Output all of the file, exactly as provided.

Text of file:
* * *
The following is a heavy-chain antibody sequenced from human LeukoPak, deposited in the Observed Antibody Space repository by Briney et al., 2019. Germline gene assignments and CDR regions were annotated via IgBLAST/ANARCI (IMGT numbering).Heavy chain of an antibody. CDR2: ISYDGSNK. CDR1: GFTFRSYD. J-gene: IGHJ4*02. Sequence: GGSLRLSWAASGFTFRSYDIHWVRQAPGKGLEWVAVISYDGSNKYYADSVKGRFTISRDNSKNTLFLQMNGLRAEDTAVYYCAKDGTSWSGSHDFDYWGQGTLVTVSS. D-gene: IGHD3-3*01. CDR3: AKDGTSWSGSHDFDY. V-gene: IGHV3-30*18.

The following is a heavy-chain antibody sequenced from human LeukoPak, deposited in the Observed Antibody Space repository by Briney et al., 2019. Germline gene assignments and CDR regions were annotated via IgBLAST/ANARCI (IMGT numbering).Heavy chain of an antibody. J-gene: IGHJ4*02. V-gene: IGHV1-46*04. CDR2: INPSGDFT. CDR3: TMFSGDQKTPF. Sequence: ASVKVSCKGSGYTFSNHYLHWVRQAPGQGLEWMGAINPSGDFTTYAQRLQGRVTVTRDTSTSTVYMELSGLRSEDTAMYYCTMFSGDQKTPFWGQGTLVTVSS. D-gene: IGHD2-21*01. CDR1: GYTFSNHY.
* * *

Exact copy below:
The following is a heavy-chain antibody sequenced from human LeukoPak, deposited in the Observed Antibody Space repository by Briney et al., 2019. Germline gene assignments and CDR regions were annotated via IgBLAST/ANARCI (IMGT numbering).Heavy chain of an antibody. CDR2: ISYDGSNK. CDR1: GFTFRSYD. J-gene: IGHJ4*02. Sequence: GGSLRLSWAASGFTFRSYDIHWVRQAPGKGLEWVAVISYDGSNKYYADSVKGRFTISRDNSKNTLFLQMNGLRAEDTAVYYCAKDGTSWSGSHDFDYWGQGTLVTVSS. D-gene: IGHD3-3*01. CDR3: AKDGTSWSGSHDFDY. V-gene: IGHV3-30*18.

The following is a heavy-chain antibody sequenced from human LeukoPak, deposited in the Observed Antibody Space repository by Briney et al., 2019. Germline gene assignments and CDR regions were annotated via IgBLAST/ANARCI (IMGT numbering).Heavy chain of an antibody. J-gene: IGHJ4*02. V-gene: IGHV1-46*04. CDR2: INPSGDFT. CDR3: TMFSGDQKTPF. Sequence: ASVKVSCKGSGYTFSNHYLHWVRQAPGQGLEWMGAINPSGDFTTYAQRLQGRVTVTRDTSTSTVYMELSGLRSEDTAMYYCTMFSGDQKTPFWGQGTLVTVSS. D-gene: IGHD2-21*01. CDR1: GYTFSNHY.